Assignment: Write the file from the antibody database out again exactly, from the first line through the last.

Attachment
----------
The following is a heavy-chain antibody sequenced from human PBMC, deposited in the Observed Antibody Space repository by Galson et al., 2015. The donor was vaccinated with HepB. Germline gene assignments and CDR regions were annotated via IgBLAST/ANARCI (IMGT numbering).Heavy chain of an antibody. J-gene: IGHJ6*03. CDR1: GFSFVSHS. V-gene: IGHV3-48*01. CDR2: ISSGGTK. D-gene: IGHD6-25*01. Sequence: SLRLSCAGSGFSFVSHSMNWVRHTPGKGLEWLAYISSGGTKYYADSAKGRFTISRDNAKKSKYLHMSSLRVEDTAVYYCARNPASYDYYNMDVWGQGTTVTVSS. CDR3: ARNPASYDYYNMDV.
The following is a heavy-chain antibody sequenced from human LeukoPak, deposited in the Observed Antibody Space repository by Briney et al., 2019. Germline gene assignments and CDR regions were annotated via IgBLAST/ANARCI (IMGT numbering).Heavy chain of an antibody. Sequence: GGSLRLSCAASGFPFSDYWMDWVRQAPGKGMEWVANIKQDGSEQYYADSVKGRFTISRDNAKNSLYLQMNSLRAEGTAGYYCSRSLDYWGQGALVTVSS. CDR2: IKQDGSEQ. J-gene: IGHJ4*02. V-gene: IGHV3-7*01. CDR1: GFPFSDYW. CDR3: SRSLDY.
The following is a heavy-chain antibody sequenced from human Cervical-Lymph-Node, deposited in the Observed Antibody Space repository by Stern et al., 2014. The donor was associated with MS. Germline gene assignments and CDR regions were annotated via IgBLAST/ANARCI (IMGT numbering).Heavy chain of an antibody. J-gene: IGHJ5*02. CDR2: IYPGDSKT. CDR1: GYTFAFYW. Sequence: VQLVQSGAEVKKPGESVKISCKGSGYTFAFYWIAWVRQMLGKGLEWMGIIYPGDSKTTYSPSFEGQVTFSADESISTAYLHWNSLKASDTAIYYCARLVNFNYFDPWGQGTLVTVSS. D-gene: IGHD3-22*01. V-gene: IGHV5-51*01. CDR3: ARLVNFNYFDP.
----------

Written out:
The following is a heavy-chain antibody sequenced from human PBMC, deposited in the Observed Antibody Space repository by Galson et al., 2015. The donor was vaccinated with HepB. Germline gene assignments and CDR regions were annotated via IgBLAST/ANARCI (IMGT numbering).Heavy chain of an antibody. J-gene: IGHJ6*03. CDR1: GFSFVSHS. V-gene: IGHV3-48*01. CDR2: ISSGGTK. D-gene: IGHD6-25*01. Sequence: SLRLSCAGSGFSFVSHSMNWVRHTPGKGLEWLAYISSGGTKYYADSAKGRFTISRDNAKKSKYLHMSSLRVEDTAVYYCARNPASYDYYNMDVWGQGTTVTVSS. CDR3: ARNPASYDYYNMDV.
The following is a heavy-chain antibody sequenced from human LeukoPak, deposited in the Observed Antibody Space repository by Briney et al., 2019. Germline gene assignments and CDR regions were annotated via IgBLAST/ANARCI (IMGT numbering).Heavy chain of an antibody. Sequence: GGSLRLSCAASGFPFSDYWMDWVRQAPGKGMEWVANIKQDGSEQYYADSVKGRFTISRDNAKNSLYLQMNSLRAEGTAGYYCSRSLDYWGQGALVTVSS. CDR2: IKQDGSEQ. J-gene: IGHJ4*02. V-gene: IGHV3-7*01. CDR1: GFPFSDYW. CDR3: SRSLDY.
The following is a heavy-chain antibody sequenced from human Cervical-Lymph-Node, deposited in the Observed Antibody Space repository by Stern et al., 2014. The donor was associated with MS. Germline gene assignments and CDR regions were annotated via IgBLAST/ANARCI (IMGT numbering).Heavy chain of an antibody. J-gene: IGHJ5*02. CDR2: IYPGDSKT. CDR1: GYTFAFYW. Sequence: VQLVQSGAEVKKPGESVKISCKGSGYTFAFYWIAWVRQMLGKGLEWMGIIYPGDSKTTYSPSFEGQVTFSADESISTAYLHWNSLKASDTAIYYCARLVNFNYFDPWGQGTLVTVSS. D-gene: IGHD3-22*01. V-gene: IGHV5-51*01. CDR3: ARLVNFNYFDP.